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Reader's viewpoint: Transparency and the IMO

Alisdair Pettigrew, managing director of BLUE Communications, and a consultant to several organisations in the marine environment space, writes in response to the article ‘Transparency audit and the IMO’, published 9 April and by Seatrade Maritime columnist Michael Grey.

While I admire Mr Grey’s ability to drive debate, it’s hard to concur with many of his views on the topic of shipping and the environment. So, in reading his article ‘Transparency audit and the IMO’  I was surprised to find myself agreeing with his wife. Although any hope that Mr Grey had become a reformed character following his wife’s accusations that he maintains no point of view other than his own, was abruptly dispelled when scrolling down his article.

As someone that takes huge pride in my association with the shipping industry, I found myself wondering what people outside our sector might think, had they stumbled upon Mr Grey’s opinion piece referencing the recent Transparency International (TI) report, citing anomalies in IMO governance. The article characterized an industry as feeling unfairly targeted and cornered, demonstrating precisely the lack of transparency and willingness to listen to voices outside of shipping that formed part of the TI assessment. In many ways he described shipping at its backward-looking, blinkered, beleaguered worst. As I spend a lot of my time with the forward-facing best of the industry I feel a counter-point is necessary.

I do agree with Mr Grey ‘s assertion that the IMO is a “technical organisation, not a political entity”. This is precisely the point; climate change is hugely political; with the greatest respect for the great work conducted at IMO in safeguarding lives at sea, for example, the IMO’s technical committees were never established to deal with an issue where geo-political landscape is heating up as unpredictably as the world itself.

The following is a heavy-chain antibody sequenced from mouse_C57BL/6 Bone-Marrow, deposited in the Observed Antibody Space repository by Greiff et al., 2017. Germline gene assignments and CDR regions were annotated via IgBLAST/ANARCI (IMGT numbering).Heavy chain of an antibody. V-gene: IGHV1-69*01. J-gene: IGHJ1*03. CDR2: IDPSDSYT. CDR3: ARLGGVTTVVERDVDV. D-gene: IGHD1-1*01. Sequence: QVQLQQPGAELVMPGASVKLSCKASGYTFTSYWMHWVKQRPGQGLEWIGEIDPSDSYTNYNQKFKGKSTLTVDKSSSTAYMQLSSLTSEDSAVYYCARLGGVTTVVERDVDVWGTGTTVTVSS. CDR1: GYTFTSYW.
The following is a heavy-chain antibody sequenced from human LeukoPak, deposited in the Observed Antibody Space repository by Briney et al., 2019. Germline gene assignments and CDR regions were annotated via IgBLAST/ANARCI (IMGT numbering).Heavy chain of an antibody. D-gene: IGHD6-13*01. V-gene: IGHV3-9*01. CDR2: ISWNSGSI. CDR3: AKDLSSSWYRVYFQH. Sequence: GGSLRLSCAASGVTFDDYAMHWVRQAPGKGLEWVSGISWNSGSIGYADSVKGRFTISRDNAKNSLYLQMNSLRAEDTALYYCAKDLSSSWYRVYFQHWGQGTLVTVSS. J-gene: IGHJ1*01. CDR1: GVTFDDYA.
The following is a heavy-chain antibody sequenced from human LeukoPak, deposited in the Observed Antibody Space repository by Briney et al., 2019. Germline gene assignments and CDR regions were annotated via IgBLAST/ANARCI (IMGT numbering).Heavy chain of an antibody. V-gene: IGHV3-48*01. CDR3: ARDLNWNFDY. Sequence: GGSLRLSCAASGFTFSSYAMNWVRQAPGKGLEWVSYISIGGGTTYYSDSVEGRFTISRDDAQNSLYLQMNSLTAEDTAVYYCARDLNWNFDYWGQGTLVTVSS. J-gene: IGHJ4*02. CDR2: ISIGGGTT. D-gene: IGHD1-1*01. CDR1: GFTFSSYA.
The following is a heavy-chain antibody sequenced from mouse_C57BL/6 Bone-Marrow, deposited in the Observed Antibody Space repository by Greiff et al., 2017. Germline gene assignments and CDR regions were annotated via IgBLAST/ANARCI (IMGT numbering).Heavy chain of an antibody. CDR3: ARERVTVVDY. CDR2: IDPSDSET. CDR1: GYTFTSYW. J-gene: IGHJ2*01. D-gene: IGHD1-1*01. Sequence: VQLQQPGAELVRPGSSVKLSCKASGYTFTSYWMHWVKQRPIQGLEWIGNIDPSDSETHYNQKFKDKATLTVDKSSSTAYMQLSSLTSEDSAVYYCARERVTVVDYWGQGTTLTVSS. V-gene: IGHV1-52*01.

Therefore, to label those that represent experts’ voices from outside shipping, such as Influence Map and TI, as “special interests who know nothing of maritime technology and are looking for people to blame” is to…well, Mrs Grey knows. The reality is that we need lateral thinking, opinions and new ideas from outside to move things forward. In the majority of industries and the world’s best companies, that’s how progressive change works.

Achieving zero carbon emissions in the shipping industry is recognised as a far bigger challenge than in land-based sectors. Shipping will need scientists, clean technologists, and experts in energy transition to influence the change that is required. For example, we need to accelerate the adoption of the most promising energy efficiency technologies (saving money and improving air quality in the process). We also need debate and practical opinion on topics as varied as sustainable biofuels, hydrogen methanol, and bio-LNG; as well as the opportunities for blockchain or AI to support carbon emission reductions and drive further cost savings.

A glaring omission from the article is any reference to the recent Organisation for Economic Co-opertion and Development (OECD) report that solicits experts from academia and industry (including shipping), and concludes that shipping could be carbon neutral by 2035. It is a report written by an organisation we have all heard of (a sure sign of credibility, according to Mr Grey) by experts, including maritime experts, that see the need for innovation and adaptation to meet the challenges of climate change as an opportunity for powering sustained economic growth and job creation in shipping and related sectors.

We should finally not let key findings of the TI report go unnoticed, as it was in Mr Grey’s article. To take one, the TI report rightfully challenges if the IMO can truly be deemed open and transparent when more than sixty percent of its budget is financed by just a handful of registries (most of which are tax havens and largely hidden), or when it restricts journalists from naming speakers in open plenary without consent.

According to Mr Grey’s article, the IMO is “arguably one of the only UN agencies that works tolerably well”. Which also suggests that arguably it isn’t working. And, even if it were, what a brand vision for the future: “IMO: We work – arguably - tolerably”.